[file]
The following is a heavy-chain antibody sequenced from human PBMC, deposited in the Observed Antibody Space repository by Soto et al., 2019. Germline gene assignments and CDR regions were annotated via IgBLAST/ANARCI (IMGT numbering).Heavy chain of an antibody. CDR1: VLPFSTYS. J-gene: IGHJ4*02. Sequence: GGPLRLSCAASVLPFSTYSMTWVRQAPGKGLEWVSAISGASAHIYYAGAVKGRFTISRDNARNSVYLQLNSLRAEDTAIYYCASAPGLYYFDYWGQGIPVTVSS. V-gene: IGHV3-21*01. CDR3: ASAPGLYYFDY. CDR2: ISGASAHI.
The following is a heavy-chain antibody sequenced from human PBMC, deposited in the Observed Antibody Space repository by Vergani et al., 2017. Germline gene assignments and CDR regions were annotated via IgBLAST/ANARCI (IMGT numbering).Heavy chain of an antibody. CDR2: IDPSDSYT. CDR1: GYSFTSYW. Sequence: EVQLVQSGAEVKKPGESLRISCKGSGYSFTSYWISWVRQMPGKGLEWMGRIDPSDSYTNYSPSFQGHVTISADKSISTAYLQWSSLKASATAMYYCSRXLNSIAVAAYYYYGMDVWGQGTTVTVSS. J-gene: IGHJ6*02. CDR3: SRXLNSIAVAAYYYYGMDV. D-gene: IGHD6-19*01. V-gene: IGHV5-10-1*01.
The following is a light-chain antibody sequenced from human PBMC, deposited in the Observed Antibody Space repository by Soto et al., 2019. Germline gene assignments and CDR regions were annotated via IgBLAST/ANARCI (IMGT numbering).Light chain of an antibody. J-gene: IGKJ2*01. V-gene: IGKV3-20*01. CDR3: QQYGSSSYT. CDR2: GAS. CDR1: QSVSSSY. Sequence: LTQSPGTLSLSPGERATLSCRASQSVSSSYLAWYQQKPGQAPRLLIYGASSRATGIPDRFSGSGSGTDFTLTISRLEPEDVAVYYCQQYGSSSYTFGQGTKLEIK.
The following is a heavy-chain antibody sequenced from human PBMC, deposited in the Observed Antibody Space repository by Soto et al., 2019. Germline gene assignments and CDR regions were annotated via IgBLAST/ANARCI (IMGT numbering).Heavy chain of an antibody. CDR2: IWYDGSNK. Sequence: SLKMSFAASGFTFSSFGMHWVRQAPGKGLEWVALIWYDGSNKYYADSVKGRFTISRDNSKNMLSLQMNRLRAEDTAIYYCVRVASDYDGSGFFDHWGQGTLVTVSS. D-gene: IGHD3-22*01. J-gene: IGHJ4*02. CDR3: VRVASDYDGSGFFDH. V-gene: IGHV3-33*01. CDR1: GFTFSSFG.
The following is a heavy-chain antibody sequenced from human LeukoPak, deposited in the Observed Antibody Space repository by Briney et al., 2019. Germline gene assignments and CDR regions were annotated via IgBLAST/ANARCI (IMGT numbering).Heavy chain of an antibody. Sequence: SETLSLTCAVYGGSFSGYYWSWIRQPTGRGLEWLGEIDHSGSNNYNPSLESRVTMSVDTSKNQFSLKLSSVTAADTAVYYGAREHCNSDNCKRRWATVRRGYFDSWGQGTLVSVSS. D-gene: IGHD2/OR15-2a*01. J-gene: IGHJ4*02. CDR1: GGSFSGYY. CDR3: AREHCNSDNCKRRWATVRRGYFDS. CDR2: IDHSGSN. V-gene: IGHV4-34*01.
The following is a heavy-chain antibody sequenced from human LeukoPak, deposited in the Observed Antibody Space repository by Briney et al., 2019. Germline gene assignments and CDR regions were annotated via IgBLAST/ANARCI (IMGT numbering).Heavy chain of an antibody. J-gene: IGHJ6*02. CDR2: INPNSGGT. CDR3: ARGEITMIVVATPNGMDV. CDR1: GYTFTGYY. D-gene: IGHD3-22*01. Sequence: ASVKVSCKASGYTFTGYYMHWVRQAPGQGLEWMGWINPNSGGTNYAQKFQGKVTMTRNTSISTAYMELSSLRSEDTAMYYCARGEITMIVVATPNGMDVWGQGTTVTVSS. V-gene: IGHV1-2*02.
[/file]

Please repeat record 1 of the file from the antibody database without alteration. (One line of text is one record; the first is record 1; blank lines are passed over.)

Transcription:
The following is a heavy-chain antibody sequenced from human PBMC, deposited in the Observed Antibody Space repository by Soto et al., 2019. Germline gene assignments and CDR regions were annotated via IgBLAST/ANARCI (IMGT numbering).Heavy chain of an antibody. CDR1: VLPFSTYS. J-gene: IGHJ4*02. Sequence: GGPLRLSCAASVLPFSTYSMTWVRQAPGKGLEWVSAISGASAHIYYAGAVKGRFTISRDNARNSVYLQLNSLRAEDTAIYYCASAPGLYYFDYWGQGIPVTVSS. V-gene: IGHV3-21*01. CDR3: ASAPGLYYFDY. CDR2: ISGASAHI.